CALIFORNIA- California is approaching 3 million coronavirus cases as the state tries to smooth out the volatile vaccine release during a continued spike in COVID-19 deaths.
The state reported 432 deaths on Sunday, a day after posting the second-highest daily count of 669, according to the Department of Public Health. The death toll in California since the start of the pandemic rose to 33,392, while the total number of cases reached 2.94 million.
Hospitalizations and intensive care unit admissions remained on a slight downward trend, but officials warned that it could reverse when the full impact of the broadcasts is felt during the Christmas and New Year’s meetings.
“As the number of cases continues to rise in California, the total number of people who will have severe outcomes will also increase,” the health department said in a statement Sunday.
There have been around 500 deaths and 40,000 new cases daily in the last two weeks.
Lawmakers and public health officials have said the increase will not abate without mass vaccinations, but California has lagged the rest of the country when it comes to vaccinating its residents. So far, the state has vaccinated just 2,468 people per 100,000, a rate that falls well below the national average of around 3,300, according to federal data cited Saturday by the Sacramento Bee.
Governor Gavin Newsom said he and other governors were informed last week that a reserve supply of 50 million doses would be distributed, but no timeline was given.
After California adjusted its vaccination plan to include all people 65 and older, some public health experts expressed concern that there will not be enough vaccines available for the important second doses, which must be given within three to four. weeks after the first dose, depending on the brand.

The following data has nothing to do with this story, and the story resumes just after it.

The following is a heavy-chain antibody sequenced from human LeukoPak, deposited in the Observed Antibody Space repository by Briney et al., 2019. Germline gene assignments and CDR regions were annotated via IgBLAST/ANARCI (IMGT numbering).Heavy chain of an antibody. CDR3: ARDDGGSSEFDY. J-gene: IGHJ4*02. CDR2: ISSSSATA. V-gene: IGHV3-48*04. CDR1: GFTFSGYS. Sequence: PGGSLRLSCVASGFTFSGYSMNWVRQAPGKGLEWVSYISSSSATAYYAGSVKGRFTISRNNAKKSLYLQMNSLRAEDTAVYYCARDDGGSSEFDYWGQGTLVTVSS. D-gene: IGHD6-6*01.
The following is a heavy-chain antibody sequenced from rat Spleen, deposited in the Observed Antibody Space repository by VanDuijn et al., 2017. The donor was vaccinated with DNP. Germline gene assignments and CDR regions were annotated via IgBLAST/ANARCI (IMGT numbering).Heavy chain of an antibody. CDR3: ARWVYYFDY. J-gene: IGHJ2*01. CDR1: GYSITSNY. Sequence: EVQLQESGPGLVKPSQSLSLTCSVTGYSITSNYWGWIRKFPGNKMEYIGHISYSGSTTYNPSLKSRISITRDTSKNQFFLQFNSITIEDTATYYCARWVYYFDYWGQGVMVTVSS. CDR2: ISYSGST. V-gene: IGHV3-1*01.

“Righting the ship by pushing all we have is an unforced error,” said Andrew Noymer, an infectious disease and public health expert at the University of California, Irvine al Bee. “The second dose will not arrive in time.”
Sacramento County warned last week that most residents 65 and older, a group numbering more than 200,000, will not get shots right away because they simply don’t have the supply, the newspaper reported.
“We ask for your patience as we work to navigate the rapidly changing landscape of vaccination best practices and availability,” said Dr. Olivia Kasirye, the county’s Public Health Officer, in a statement.
Adding to the concerns, Los Angeles County announced Saturday that it had detected its first case of a more communicable variant of COVID-19. It was identified in a man who recently spent time in the most populous county in the country. The patient has traveled to Oregon, where he is in isolation.
Although his is the first confirmed case of the variant, health officials believe it is already spreading in a county that surpassed 1 million coronavirus cases this weekend. While the new strain, first detected in the UK, does not appear to make people sicker, it spreads more easily, potentially leading to more infections and with them additional hospitalizations in a region hard hit by the increase.
“The presence of the UK variant in Los Angeles County is concerning as our health care system is already severely affected with more than 7,500 people currently hospitalized,” said Barbara Ferrer, director of the county Department of Public Health. of the Angels.